Re: Phoenician

Date: Sun May 09 2004 - 22:52:30 CDT

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    The author of the web site "A Bequest Unearthed, Phoenicia"
    ( )
    has kindly given permission for his response to a request for comments
    on the Phoenician proposal to be forwarded to Unicode's public list.

    Best regards,

    James Kass,
    forwarded message follows...

    Hello James,

    Thank you for visiting "A Bequest Unearthed, Phoenicia" and for taking the
    time to write such a kind yet very important message.

    I am indebted to you for having alerted me to this bit of information. I
    was aware the the proposal was underway though I had never had a chance to
    read it. Further, I was unaware of the attempt to smother Phoenician script
    by not allowing it to have its unique and separate Unicode identity.

    No one can deny that the modern Hebrew script is very useful in "dealing"
    with Phoenician script in the computer world. However, Hebrew is not the
    only medium script-wise which can be useful for Phoenician, in fact, Aramaic
    script as well as its Syriac branch are useful too. Many scholar find
    western Aramaic to be relatively modern Phoenician. Further, as far as I am
    concerned, I find it much easier for me to read Phoenician using the
    Phoenician script than to read it using Hebrew. I cannot recognize all the
    Hebrew characters while I can easily see Latin characters in the Phoenician

    With due respect to Hebrew, I believe that it must not substitute Phoenician
    in the computer medium. Phoenician Canaanite is separate, unique and
    independent of any language, despite its similarities with many ancient
    languages of the Middle East.

    I believe one of the strongest points made in the proposal is this:
    > Phoenician is quintessentially illustrative of the historical problem of where
    > to draw lines in an evolutionary tree of continuously changing scripts in use
    > over thousands of years. The twenty-two letters in the Phoenician block may be
    > used, with appropriate font changes, to express Punic, Neo-Punic, Phoenician
    > proper, Late Phoenician cursive, Phoenician papyrus, Siloam Hebrew, Hebrew
    > seals, Ammonite, Moabite, and Palaeo-Hebrew. The historical cut that has been
    > made here considers the line from Phoenician to Punic to represent a single
    > continuous branch of script evolution.

    The objection and use of Hebrew instead of the Phoenician script reminds of
    the problem Champolion was faced with when he was trying to decipher
    Egyptian Hieroglyphics. He had access to the Coptic language which is the
    closest to ancient Egyptian. However, at some point in time, Coptic books
    were not anymore written in Egyptian Hieroglyphics but in Greek; therefore,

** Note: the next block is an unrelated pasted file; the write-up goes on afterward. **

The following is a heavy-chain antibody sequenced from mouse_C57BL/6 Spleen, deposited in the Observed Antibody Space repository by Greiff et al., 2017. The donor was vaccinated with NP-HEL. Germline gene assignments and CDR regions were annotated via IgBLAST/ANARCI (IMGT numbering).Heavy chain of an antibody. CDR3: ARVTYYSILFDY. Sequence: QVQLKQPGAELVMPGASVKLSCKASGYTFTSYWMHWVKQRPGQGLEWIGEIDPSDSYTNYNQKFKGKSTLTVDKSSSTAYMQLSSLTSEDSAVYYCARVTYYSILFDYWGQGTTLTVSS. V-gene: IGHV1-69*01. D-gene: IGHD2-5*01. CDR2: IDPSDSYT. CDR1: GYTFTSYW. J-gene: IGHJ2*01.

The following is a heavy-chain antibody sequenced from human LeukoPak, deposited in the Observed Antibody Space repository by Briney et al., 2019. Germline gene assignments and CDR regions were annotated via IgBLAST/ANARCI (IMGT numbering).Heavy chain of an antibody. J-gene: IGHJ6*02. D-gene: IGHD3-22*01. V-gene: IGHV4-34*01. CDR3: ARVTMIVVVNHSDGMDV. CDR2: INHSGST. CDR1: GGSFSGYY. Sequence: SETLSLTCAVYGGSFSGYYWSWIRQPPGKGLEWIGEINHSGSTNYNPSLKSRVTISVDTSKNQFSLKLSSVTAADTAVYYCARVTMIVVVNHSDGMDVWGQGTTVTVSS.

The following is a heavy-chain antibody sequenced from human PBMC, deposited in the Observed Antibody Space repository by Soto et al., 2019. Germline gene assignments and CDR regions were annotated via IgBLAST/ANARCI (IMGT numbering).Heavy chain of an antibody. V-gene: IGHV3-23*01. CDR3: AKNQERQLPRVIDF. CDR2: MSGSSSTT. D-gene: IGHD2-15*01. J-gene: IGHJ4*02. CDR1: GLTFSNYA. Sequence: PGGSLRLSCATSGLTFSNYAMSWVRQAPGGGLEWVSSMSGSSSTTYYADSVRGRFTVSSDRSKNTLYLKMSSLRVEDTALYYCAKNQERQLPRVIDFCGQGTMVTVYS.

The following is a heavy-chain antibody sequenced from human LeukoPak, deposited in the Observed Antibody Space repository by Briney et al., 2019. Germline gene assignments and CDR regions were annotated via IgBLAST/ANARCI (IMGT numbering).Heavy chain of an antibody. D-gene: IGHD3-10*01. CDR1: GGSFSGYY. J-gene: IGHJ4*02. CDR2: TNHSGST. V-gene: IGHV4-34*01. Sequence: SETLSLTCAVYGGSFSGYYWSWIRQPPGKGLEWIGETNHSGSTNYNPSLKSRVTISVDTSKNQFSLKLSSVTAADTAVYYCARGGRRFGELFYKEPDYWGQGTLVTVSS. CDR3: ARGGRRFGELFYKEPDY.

Egyptian was forgotten as a written medium.

    Refusing to encode Phoenician and using Hebrew is an intellectual crime
    against the Phoenician heritage and history which I very strongly condemn.

    I have already planned and started to contact my colleagues in the Aramaic,
    Coptic and Syriac computer community to lobby their support in approving the
    unicoding of the Phoenician script.

    Regretfully, I am not experienced or seasoned in the machination of lobbying
    support among scholars of this field but I will do my best so to do, thanks
    to you.

    My site, a labor of love for preserving and disseminating information about
    my heritage, is continuously growing with new materials as time permits.

    Kind regards,
    Salim* George Khalaf, Byzantine Phoenician Descendent
    * perhaps from Shalim, Phoenician god of dusk
    "A Bequest Unearthed, Phoenicia" ? Encyclopedia Phoeniciana
    Center for Phoenician Studies
    Chapel Hill, NC

    > Greetings,
    > Your wonderful web site is keeping me on-line! Thank you so much
    > for making all of this information available on the World wide web.
    > There's currently a proposal before ISO/Unicode to encode the
    > ancient Phoenician script so that it can have a unique range in
    > the World's standard for the computer encoding of text.
    > Interested scholars and users are invited to review this proposal
    > and comment upon its merits.
    > Objections have been raised to this proposal by some scholars that
    > the ancient Phoenician writings should be encoded on computers
    > using the modern Hebrew script range, and that Phoenician writing
    > doesn't need to have its own computer encoding range because there
    > is no need to be able to distinguish between modern Hebrew writing
    > and ancient Phoenician writing in computer plain text.
    > There has been a lively discussion about this on the Unicode public
    > mailing list recently. The author of the proposal has said that the
    > proposal will be revised. This is why it is important that scholars and
    > other users voice their opinions and why I am writing you. If you
    > have any opinions about this and would like to respond, your response
    > would be most welcome and would be forwarded to the responsible
    > people. If you know of anyone interested who would like to
    > offer an opinion, please feel free to forward this message along.
    > The current proposal is on-line in PDF format at:
    > The Unicode public list is open to anyone who joins, as the name
    > suggests. It is archived openly and more information can
    > be found at:
    > Sincerely,
    > James Kass

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